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Responsibly Rebuilding the Coast Guard

Rebuilding the Coast Guard

 

The Coast Guard’s Five Year Capital Investment Plan for acquisition, construction and improvements projects the service’s acquisition priorities for 2013-2017 and is currently estimated at $7.6 billion. From surface and air assets to shore infrastructure or personnel costs, how can companies help responsibly rebuild the Coast Guard?


Bill Glenn
Manager of Public Affairs
Huntington Ingalls Industries

Huntington Ingalls Industries (HII) is a shipbuilder, and our perspective is substantially influenced by our experience with the Coast Guard’s flagship program, the national security cutter (NSC). We have worked side by side with the Coast Guard over the last 10 years to build the NSC, from concept through proven performance. With three NSCs serving superbly at sea and two in production, we are at a point in the program where the Coast Guard is able to achieve the desired level of shipboard capability from a stable design and a proven production line. This creates economic advantages in production and with suppliers that can only be realized when a program reaches a point of “sustained serial production.”

HII’s recommendation is to consider leveraging proven performance in meeting fleet requirements most responsibly. Having reached an optimum program pace and product, the Coast Guard and the Department should exercise it to the maximum. Stick to the plan and consider expanding the plan if it can be used to meet a growing requirement set, and do it when it is most affordable. These factors could be common to several Coast Guard programs, and moving forward, it would be prudent to consider how Coast Guard intends to meet the current requirement set while recognizing the comparative risk in new versus proven programs.


Andy Wakefield
Director of Government Solutions
Lutron Electronics

The best way to save money on energy is to need less of it. To this end, focusing on energy efficiency has to be a key component in the Coast Guard’s Five Year Capital Investment Plan. Lutron can help significantly with that. Lighting is typically a building’s largest energy consumer— almost 40 percent of total energy use.

The energy costs of day-to-day operations currently drain 20 to 25 percent of the Coast Guard’s expenditures. Without changes, rising energy costs will only increase the percentage of funding diverted to power needs. As the Coast Guard invests in rebuilding itself, investing in energy efficiency will cut energy costs and enable the agency to focus resources on saving lives and protecting our nation, providing taxpayers with the best return on Coast Guard investments.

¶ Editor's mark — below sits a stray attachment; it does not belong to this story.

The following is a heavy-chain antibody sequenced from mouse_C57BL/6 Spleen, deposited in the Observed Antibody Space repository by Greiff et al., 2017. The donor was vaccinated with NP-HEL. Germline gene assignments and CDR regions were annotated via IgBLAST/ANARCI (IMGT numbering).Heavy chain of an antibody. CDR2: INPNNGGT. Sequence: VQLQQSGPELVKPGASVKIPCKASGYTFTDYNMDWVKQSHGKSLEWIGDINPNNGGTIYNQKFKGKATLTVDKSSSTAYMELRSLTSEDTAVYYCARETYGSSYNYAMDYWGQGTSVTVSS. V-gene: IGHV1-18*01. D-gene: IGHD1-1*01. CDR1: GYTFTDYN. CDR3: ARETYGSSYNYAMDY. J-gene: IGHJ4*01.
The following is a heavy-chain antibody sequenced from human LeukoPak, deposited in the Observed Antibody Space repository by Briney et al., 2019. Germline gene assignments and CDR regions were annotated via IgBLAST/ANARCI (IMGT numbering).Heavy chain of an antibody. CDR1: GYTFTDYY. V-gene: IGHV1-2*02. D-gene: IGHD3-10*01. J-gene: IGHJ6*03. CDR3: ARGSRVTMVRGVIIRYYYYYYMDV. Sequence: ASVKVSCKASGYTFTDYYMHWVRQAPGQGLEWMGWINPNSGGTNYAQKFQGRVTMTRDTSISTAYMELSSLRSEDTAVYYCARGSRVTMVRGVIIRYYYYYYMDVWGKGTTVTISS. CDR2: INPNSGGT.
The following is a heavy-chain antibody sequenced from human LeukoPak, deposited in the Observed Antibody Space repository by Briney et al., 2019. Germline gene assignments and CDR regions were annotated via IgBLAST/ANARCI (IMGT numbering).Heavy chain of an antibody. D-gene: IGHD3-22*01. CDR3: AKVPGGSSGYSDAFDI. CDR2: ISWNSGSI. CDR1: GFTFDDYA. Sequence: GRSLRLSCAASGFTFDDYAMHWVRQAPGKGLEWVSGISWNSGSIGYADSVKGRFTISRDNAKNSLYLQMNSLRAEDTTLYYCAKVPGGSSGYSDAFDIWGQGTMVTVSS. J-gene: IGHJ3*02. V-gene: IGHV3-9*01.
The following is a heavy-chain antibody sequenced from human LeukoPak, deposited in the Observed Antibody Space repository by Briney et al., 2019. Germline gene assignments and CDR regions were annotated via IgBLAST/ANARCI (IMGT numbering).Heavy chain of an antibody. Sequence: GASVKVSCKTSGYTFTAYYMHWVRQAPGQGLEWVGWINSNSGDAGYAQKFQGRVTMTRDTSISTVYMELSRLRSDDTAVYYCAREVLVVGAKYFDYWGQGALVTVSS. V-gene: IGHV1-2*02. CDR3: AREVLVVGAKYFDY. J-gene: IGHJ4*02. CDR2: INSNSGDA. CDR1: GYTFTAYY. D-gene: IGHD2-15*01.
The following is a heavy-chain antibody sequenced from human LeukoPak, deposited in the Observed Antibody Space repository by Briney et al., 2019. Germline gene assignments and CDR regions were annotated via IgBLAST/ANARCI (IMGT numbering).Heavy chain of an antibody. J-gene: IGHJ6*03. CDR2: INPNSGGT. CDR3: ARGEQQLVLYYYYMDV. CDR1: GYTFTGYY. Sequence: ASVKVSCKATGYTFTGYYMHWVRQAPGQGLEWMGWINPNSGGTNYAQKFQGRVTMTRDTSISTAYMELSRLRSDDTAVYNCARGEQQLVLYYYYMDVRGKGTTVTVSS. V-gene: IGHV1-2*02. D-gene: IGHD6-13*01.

One way the Coast Guard is already cutting energy costs is by making its facilities more energy-efficient. The new Coast Guard headquarters building in Washington, D.C., is currently slated to implement Lutron Electronics’ Quantum Total Light Management system to maximize the efficient use of light. The Quantum system is a buildingwide light control system that automatically adjusts to changing visual environments and can save up to 25 percent of a building’s energy while providing real-time data on energy use, enabling well-informed energy management.

Energy security starts with reducing energy requirements. With continued investment in energy efficiency and a holistic sustainable energy strategy, the Coast Guard can make sure it is “always ready” for future energy and budgetary environments.


Captain Matt von Ruden (USCG, Ret.)
Program Manager, Vigor Offshore Patrol Cutter
Vigor Shipyards

Vigor believes proven working partnerships can help the Coast Guard maximize acquisition dollars, if those shipyard partners are not resting on past success. Nimble, well-managed and responsive shipyards, which continually balance capacity and cost, offer the agency the strong solutions needed for the next halfdecade and beyond.

We believe the Coast Guard can leverage shipyard maintenance partnerships to maximize acquisitions. As the Coast Guard’s long-time maintenance provider for Polar Sea, Polar Star and Healy, Vigor offers decades of experience in icebreaker maintenance and repair, which will inform cost containment for new acquisitions. A multi-year, multi-ship contract similar to that for the icebreakers can also help extend sustainment efforts for the West Coast buoy tender fleet. By allowing shipyards to help identify maintenance requirements, we can plan and execute the work at lower cost and minimize the time these vessels are out of service. Extending the lifespan and uptime of current vessels in turn allows the Coast Guard breathing room to maximize the effectiveness and budget of its acquisition program.

Cost effectiveness in new vessel design and constructability will be critical as well. We see our greatest opportunity to assist the Coast Guard meet its missions by offering an affordable workhorse offshore patrol cutter (OPC) designed to carry out a broad array of offshore missions through 2075. Our OPC team has extensive experience in commanding, operating and maintaining the major cutters of the Coast Guard. Our experience building comparably sized vessels for Washington state, Alaska and the federal government position us well to deliver the quality the Coast Guard expects and achieve a cost that will support the delivery of all 25 vessels the Coast Guard desperately needs.

We know real-world requirements can stress any government agency’s ability to meet acquisition, construction and improvement needs. While the current fiscal situation makes the next five-year cycle especially challenging for the Coast Guard, Vigor Industrial is encouraged by the agency’s plan and commitment for rebuilding its surface fleet. We look forward to continuing and refining our partnership with the Coast Guard to provide maximum operational capability for every investment dollar.